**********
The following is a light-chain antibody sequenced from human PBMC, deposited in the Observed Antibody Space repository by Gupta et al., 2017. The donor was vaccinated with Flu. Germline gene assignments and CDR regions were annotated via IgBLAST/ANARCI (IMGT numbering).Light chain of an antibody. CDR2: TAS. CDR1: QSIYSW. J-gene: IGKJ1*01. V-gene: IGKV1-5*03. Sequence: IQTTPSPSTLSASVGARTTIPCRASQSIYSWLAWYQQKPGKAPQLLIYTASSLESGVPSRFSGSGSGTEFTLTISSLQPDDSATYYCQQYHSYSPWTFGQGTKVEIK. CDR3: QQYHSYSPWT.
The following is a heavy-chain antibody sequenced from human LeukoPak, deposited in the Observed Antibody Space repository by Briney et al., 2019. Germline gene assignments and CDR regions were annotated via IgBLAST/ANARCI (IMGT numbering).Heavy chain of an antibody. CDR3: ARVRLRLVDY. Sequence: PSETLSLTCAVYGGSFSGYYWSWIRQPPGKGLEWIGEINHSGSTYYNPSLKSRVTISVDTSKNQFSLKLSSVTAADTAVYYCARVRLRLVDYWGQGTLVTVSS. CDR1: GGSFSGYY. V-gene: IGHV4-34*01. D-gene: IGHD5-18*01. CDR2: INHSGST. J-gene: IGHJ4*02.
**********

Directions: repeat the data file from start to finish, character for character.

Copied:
The following is a light-chain antibody sequenced from human PBMC, deposited in the Observed Antibody Space repository by Gupta et al., 2017. The donor was vaccinated with Flu. Germline gene assignments and CDR regions were annotated via IgBLAST/ANARCI (IMGT numbering).Light chain of an antibody. CDR2: TAS. CDR1: QSIYSW. J-gene: IGKJ1*01. V-gene: IGKV1-5*03. Sequence: IQTTPSPSTLSASVGARTTIPCRASQSIYSWLAWYQQKPGKAPQLLIYTASSLESGVPSRFSGSGSGTEFTLTISSLQPDDSATYYCQQYHSYSPWTFGQGTKVEIK. CDR3: QQYHSYSPWT.
The following is a heavy-chain antibody sequenced from human LeukoPak, deposited in the Observed Antibody Space repository by Briney et al., 2019. Germline gene assignments and CDR regions were annotated via IgBLAST/ANARCI (IMGT numbering).Heavy chain of an antibody. CDR3: ARVRLRLVDY. Sequence: PSETLSLTCAVYGGSFSGYYWSWIRQPPGKGLEWIGEINHSGSTYYNPSLKSRVTISVDTSKNQFSLKLSSVTAADTAVYYCARVRLRLVDYWGQGTLVTVSS. CDR1: GGSFSGYY. V-gene: IGHV4-34*01. D-gene: IGHD5-18*01. CDR2: INHSGST. J-gene: IGHJ4*02.